Ministry of Information spins iron ore

The Unconventional Economist has noted before that the business coverage on the ABC is capable of some happy interpretations of economic data.

Last night was a clear case in point. During the news, Phillip Lasker presented details of the ongoing crash in the iron ore price and kudos for covering it.  But he overlaid his chart of the price action with another data series, labelled “shipping rates”. Here is the video (h/t the Lorax):

Now, there’s no such thing as an index of generic shipping rates but in the dry bulk cargoes of iron and coal the Baltic Dry Index is as close as we get. So here is Lasker’s chart:

The blue line is the Baltic Dry Capesize Index, which transports iron ore and coal (h/t Sideshow Bob).

So what’s the problem?

Well, here’s the Baltic Dry over a longer, more indicative timeframe:

As you can see, the ABC has truncated the chart to give the impression that the Chinese are charging back into the market, when in fact, the index is barely managing to raise an eyebrow. And that’ quite apart from the very large and growing questions over the efficacy of the BDI since new ship supply exploded last year. After all, the index has completely failed to register the dry bulk boom that’s been underway for two years at least.

Whether error or otherwise, the ABC has badly misled the public.

Comments

  1. Agreed. But the ABC is now part of the booster team dedicated to instilling confidence in the punters. So many people have lost so much money in their super funds in the last few years that anything goes in trying to calm the horses and get things moving in the “right direction” again.

    I laugh when there’s a good day on the markets and it gets announced on ABC radio. The announcers sometimes become quite animated and ♪♫ joyful ♪♫. You can imagine they are thinking of their retirements. It’s only human.

    • I laugh when there’s a good day on the markets and it gets announced on ABC radio. The announcers sometimes become quite animated and ♪♫ joyful ♪♫

      Not just the ABC but all media.

      Lets face it, for the vast majority a rising stockmarket is a good thing. Not many Mums and Dads are short equities.

      Where I really take issue with media reporting is a rising dollar being reported as good, and a falling dollar as bad. Thankfully this is slowly changing as reports of factories closing because of the strong dollar filter into the national consciousness.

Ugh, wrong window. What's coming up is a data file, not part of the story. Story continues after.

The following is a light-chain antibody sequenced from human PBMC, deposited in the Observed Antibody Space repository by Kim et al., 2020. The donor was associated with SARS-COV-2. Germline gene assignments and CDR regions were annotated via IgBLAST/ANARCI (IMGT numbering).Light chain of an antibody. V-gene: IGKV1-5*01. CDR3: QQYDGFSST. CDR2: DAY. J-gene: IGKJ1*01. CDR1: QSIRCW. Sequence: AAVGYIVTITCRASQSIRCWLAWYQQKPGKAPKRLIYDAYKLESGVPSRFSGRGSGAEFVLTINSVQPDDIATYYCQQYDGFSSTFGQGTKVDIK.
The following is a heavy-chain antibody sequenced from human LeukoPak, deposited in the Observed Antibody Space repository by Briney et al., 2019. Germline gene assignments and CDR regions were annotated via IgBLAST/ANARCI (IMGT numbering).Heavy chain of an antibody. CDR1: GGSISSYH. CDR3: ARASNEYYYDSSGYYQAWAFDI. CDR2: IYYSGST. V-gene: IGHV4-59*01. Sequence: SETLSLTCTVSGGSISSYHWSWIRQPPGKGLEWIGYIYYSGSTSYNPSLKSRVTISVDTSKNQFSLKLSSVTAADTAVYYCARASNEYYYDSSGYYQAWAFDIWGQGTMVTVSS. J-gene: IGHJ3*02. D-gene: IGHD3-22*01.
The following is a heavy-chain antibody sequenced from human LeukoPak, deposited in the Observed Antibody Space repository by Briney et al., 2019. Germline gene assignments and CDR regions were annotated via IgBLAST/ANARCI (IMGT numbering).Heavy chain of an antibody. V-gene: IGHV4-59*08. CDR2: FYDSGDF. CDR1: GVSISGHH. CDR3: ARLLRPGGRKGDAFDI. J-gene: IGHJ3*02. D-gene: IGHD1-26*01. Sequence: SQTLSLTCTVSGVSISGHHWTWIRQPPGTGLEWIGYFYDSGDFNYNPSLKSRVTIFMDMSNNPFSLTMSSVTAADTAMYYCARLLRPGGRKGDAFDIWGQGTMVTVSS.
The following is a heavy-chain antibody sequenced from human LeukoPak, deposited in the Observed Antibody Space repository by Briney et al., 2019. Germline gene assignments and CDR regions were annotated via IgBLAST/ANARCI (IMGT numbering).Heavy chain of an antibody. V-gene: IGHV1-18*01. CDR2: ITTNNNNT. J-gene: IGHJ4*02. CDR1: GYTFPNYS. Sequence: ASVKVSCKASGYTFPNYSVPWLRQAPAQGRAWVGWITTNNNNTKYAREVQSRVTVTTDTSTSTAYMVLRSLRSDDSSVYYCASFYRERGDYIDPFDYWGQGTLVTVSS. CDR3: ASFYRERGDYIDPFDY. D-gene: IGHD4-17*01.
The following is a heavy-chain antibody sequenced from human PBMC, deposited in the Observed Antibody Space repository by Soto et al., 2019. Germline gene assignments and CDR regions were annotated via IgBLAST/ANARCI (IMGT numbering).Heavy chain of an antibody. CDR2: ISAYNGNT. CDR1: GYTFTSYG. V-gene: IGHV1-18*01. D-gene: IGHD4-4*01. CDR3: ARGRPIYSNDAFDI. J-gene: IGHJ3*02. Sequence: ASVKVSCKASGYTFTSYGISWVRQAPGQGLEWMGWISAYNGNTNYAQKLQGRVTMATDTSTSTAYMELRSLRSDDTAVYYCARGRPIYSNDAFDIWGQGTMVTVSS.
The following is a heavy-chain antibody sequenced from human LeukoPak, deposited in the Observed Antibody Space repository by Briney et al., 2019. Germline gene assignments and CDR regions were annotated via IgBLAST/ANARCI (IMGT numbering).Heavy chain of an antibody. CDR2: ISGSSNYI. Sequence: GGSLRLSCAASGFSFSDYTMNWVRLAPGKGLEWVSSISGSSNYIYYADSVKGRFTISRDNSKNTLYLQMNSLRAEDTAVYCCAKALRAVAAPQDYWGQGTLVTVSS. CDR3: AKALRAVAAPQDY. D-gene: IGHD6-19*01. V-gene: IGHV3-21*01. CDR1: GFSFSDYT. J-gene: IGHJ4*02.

2. When there was a supply constraint on shipping the BDI was a pretty good indicator and tracked commodities well but as you mentioned a lot of ships have been added to world fleets in the last few years so the usefulness of the BDI as a indicator is doubtful at best.

    I don’t think the ABC has caught up with this yet.

    (additionally your link to capesize pricing indicated that the Atlantic was where the prices were rising — this would hardly be iron ore shipments from Brazil to Europe! What we really need, in order to put this to bed, is time series for pricing for shipping out of the Pilbara.)

  3. When the ABC news reader says “now.. on to finance.”, that is your cue to mentally switch off or head for a bathroom break.

  4. Ahh, so I guess I’m not the only one who’s been getting more and more fed up with ABC finance.

  5. Could it be that the BDI is a good indicator when it is falling but a bad one when it is rising?

  6. H&H, I wonder if it’s bias or just that they’re not aware of the indicators? I don’t know, but I would not rely on them for a balanced view, so maybe that’s your point.

    Looking at the source and destination of Iron ore the majority of it would not fall into the Baltic Dry data … that what it looks like to me from the links below.

    If that’s correct why would the ABC make the link?

    Am I going mad or am I missing something?

    World Iron Ore:
    http://www.indexmundi.com/minerals/?product=iron%20ore&graph=production

    World Steel Production:
    http://www.indexmundi.com/minerals/?product=raw-steel&graph=production

  7. For the last few years Alan Kohler has had no problem spruiking the Australian residential property market in the face of everything that has been happening. This saddens me, as I have a lot of respect for the ABC and have always been a Kohler fan; however, I feel that both he and the ABC have badly dropped the ball in regards to raising, and critically anaylising the financial and economic issues which are of high importance to Australia right now.